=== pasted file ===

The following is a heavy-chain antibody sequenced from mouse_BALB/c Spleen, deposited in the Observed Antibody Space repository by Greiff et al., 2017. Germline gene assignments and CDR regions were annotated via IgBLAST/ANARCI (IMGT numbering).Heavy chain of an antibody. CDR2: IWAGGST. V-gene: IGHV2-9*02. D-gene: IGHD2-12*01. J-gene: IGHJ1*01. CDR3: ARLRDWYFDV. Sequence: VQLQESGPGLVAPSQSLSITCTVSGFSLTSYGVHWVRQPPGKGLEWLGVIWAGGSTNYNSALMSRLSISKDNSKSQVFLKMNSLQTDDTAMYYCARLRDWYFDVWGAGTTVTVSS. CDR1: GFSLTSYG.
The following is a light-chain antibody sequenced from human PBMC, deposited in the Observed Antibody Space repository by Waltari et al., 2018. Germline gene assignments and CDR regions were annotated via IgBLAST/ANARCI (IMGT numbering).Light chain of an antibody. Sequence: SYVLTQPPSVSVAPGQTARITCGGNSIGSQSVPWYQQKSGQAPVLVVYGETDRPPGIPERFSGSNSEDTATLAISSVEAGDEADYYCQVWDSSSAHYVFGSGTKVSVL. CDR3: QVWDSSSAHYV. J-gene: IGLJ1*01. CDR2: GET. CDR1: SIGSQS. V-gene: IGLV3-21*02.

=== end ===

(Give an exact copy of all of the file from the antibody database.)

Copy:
The following is a heavy-chain antibody sequenced from mouse_BALB/c Spleen, deposited in the Observed Antibody Space repository by Greiff et al., 2017. Germline gene assignments and CDR regions were annotated via IgBLAST/ANARCI (IMGT numbering).Heavy chain of an antibody. CDR2: IWAGGST. V-gene: IGHV2-9*02. D-gene: IGHD2-12*01. J-gene: IGHJ1*01. CDR3: ARLRDWYFDV. Sequence: VQLQESGPGLVAPSQSLSITCTVSGFSLTSYGVHWVRQPPGKGLEWLGVIWAGGSTNYNSALMSRLSISKDNSKSQVFLKMNSLQTDDTAMYYCARLRDWYFDVWGAGTTVTVSS. CDR1: GFSLTSYG.
The following is a light-chain antibody sequenced from human PBMC, deposited in the Observed Antibody Space repository by Waltari et al., 2018. Germline gene assignments and CDR regions were annotated via IgBLAST/ANARCI (IMGT numbering).Light chain of an antibody. Sequence: SYVLTQPPSVSVAPGQTARITCGGNSIGSQSVPWYQQKSGQAPVLVVYGETDRPPGIPERFSGSNSEDTATLAISSVEAGDEADYYCQVWDSSSAHYVFGSGTKVSVL. CDR3: QVWDSSSAHYV. J-gene: IGLJ1*01. CDR2: GET. CDR1: SIGSQS. V-gene: IGLV3-21*02.